Forgive the president his chefs—excuse his kitchen cabinet of advisors—but do not allow any bakers to touch his foreign policy. Because the people who tried to impeach Ronald Reagan for bearing a cake (and arms) to Iran now charge Donald Trump with the assassination of Iran’s most infamous killer of American troops in Iraq.
Because the self-anointed champions of right eschew might, because they prefer inaction over the president’s actions, because they condemn the delivery of swift justice without a speedy trial—without any trial—as unjust, the apologists of Qassem Soleimani have no moral right to condemn President Trump.
They do, however, have a legal right to exercise their rights, even if they call the president an unelected king and ignore the last words of America’s only King: that the greatness of America is in the truth—those self-evident truths—that our forefathers said on paper; that we commit ourselves here to what our enemies deny over there; that we live in freedom, land where our fathers died, land of the pilgrims’ pride.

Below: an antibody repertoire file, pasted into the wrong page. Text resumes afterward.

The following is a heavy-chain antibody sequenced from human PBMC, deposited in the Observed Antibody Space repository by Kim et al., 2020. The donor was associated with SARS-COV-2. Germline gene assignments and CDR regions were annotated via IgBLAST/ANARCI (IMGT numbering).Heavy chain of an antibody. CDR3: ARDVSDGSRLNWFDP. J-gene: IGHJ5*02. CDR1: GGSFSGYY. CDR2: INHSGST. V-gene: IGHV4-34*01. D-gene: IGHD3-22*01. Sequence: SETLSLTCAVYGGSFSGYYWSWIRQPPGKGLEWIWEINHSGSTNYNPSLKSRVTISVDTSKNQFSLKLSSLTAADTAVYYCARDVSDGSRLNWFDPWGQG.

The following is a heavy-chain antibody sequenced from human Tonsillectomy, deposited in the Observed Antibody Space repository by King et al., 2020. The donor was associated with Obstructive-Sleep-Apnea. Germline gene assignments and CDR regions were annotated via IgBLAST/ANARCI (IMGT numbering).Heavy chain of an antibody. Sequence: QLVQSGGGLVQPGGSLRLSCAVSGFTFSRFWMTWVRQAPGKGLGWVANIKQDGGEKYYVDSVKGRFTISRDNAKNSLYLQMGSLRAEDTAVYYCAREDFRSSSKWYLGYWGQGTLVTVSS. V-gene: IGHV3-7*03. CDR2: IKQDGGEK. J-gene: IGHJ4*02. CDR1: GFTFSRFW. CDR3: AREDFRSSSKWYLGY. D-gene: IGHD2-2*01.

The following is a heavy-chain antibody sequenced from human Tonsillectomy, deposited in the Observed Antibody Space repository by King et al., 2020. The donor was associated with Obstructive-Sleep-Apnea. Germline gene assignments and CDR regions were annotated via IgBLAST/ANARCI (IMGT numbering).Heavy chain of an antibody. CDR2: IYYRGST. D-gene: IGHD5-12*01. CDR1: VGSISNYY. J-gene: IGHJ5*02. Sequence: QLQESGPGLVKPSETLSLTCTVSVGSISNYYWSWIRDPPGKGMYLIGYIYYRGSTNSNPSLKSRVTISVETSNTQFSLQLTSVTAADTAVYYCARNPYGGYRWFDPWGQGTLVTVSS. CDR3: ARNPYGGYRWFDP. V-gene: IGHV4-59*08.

We honor those who died in foreign lands, we honor those who died in Iraq, we honor honor itself by showing the world why we fight.
We will leave Iraq when we want, no matter how many ayatollahs threaten us or how many Islamists die trying to kill us.
Unwilling to stay forever in Iraq, but unequivocal in our will to fight, we retain the power to destroy the monsters who seek to attack us.